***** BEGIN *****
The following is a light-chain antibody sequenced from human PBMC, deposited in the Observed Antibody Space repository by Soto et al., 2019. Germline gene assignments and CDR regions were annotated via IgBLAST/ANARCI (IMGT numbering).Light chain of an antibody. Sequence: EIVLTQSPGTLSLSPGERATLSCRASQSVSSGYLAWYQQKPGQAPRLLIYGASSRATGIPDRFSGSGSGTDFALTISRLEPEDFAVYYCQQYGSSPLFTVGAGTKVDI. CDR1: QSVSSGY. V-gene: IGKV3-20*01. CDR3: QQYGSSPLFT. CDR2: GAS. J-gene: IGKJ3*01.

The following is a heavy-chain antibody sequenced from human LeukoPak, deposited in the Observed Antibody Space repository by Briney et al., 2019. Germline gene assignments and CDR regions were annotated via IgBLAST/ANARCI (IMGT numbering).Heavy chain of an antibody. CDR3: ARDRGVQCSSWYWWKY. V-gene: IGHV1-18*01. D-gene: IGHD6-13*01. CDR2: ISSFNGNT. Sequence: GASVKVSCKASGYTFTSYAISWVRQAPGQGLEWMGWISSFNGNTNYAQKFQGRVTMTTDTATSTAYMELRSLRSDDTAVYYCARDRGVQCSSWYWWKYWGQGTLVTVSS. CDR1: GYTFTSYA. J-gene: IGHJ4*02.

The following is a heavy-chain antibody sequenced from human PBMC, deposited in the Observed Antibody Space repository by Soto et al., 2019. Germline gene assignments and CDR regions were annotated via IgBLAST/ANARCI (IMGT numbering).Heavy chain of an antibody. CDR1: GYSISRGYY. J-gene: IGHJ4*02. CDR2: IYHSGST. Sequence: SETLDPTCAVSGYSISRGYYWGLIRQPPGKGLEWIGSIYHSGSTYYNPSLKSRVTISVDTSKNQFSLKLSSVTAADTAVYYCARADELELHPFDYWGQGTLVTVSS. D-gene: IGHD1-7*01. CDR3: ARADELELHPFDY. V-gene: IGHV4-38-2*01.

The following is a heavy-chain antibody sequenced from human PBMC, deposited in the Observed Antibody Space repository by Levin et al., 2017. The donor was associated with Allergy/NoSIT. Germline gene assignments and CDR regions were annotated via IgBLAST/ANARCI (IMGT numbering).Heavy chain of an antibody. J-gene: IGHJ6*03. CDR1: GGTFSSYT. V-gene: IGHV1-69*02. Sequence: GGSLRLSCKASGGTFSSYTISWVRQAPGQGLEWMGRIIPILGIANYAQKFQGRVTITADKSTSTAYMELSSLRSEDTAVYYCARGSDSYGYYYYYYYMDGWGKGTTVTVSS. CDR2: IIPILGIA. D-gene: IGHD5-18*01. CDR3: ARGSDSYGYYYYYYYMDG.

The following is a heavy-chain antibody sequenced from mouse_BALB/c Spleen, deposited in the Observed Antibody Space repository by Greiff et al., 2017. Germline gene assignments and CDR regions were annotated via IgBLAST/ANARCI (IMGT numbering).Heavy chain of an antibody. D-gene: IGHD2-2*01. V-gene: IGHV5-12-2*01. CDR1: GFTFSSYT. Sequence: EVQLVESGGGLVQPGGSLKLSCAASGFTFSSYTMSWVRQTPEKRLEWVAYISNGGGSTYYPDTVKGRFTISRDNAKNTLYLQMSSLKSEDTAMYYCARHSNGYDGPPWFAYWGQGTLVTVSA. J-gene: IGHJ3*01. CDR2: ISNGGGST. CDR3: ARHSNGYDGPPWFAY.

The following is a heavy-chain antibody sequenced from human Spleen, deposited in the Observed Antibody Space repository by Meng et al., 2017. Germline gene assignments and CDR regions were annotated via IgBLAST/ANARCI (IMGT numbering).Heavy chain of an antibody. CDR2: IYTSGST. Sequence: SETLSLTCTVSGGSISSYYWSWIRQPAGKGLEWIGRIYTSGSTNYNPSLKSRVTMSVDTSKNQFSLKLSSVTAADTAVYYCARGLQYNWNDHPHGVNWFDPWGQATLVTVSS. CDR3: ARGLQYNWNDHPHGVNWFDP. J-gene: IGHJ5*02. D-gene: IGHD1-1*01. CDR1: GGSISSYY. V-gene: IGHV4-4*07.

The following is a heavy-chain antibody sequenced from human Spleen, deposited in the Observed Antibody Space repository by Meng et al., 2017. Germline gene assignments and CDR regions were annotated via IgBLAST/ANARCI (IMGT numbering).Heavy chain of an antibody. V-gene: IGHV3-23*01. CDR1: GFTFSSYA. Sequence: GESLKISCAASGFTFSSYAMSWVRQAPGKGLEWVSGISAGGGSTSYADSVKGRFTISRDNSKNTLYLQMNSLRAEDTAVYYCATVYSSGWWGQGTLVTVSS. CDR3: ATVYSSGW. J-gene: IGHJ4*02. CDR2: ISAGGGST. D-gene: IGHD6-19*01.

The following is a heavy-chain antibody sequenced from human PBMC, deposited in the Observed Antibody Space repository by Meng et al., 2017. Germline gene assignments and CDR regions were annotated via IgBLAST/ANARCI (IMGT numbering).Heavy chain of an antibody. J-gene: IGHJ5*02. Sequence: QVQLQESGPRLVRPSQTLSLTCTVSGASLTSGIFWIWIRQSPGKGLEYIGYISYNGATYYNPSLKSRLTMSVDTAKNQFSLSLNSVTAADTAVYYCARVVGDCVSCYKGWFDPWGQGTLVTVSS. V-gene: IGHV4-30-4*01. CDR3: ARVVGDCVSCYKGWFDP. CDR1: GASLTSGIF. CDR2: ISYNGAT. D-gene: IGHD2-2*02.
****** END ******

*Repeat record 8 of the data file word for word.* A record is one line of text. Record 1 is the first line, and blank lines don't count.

The following is a heavy-chain antibody sequenced from human PBMC, deposited in the Observed Antibody Space repository by Meng et al., 2017. Germline gene assignments and CDR regions were annotated via IgBLAST/ANARCI (IMGT numbering).Heavy chain of an antibody. J-gene: IGHJ5*02. Sequence: QVQLQESGPRLVRPSQTLSLTCTVSGASLTSGIFWIWIRQSPGKGLEYIGYISYNGATYYNPSLKSRLTMSVDTAKNQFSLSLNSVTAADTAVYYCARVVGDCVSCYKGWFDPWGQGTLVTVSS. V-gene: IGHV4-30-4*01. CDR3: ARVVGDCVSCYKGWFDP. CDR1: GASLTSGIF. CDR2: ISYNGAT. D-gene: IGHD2-2*02.